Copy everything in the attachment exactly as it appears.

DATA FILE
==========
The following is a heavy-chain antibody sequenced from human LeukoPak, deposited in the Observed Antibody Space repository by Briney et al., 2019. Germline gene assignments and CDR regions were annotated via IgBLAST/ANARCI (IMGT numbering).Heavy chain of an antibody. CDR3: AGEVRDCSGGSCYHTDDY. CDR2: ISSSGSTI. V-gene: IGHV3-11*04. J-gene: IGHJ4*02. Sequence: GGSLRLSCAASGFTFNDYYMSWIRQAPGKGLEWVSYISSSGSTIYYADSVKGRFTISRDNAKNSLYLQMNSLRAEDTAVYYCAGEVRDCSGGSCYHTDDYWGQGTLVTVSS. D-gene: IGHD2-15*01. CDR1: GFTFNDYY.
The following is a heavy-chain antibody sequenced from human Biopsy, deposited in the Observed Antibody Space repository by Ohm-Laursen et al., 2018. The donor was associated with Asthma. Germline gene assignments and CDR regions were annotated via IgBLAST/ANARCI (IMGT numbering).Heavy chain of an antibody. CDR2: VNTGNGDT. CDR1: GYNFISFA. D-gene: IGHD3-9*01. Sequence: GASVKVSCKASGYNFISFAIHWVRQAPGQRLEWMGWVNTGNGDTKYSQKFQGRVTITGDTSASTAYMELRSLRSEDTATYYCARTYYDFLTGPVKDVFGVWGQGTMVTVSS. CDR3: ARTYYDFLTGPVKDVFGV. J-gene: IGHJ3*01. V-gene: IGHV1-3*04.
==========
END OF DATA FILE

The following is a heavy-chain antibody sequenced from human LeukoPak, deposited in the Observed Antibody Space repository by Briney et al., 2019. Germline gene assignments and CDR regions were annotated via IgBLAST/ANARCI (IMGT numbering).Heavy chain of an antibody. CDR3: AGEVRDCSGGSCYHTDDY. CDR2: ISSSGSTI. V-gene: IGHV3-11*04. J-gene: IGHJ4*02. Sequence: GGSLRLSCAASGFTFNDYYMSWIRQAPGKGLEWVSYISSSGSTIYYADSVKGRFTISRDNAKNSLYLQMNSLRAEDTAVYYCAGEVRDCSGGSCYHTDDYWGQGTLVTVSS. D-gene: IGHD2-15*01. CDR1: GFTFNDYY.
The following is a heavy-chain antibody sequenced from human Biopsy, deposited in the Observed Antibody Space repository by Ohm-Laursen et al., 2018. The donor was associated with Asthma. Germline gene assignments and CDR regions were annotated via IgBLAST/ANARCI (IMGT numbering).Heavy chain of an antibody. CDR2: VNTGNGDT. CDR1: GYNFISFA. D-gene: IGHD3-9*01. Sequence: GASVKVSCKASGYNFISFAIHWVRQAPGQRLEWMGWVNTGNGDTKYSQKFQGRVTITGDTSASTAYMELRSLRSEDTATYYCARTYYDFLTGPVKDVFGVWGQGTMVTVSS. CDR3: ARTYYDFLTGPVKDVFGV. J-gene: IGHJ3*01. V-gene: IGHV1-3*04.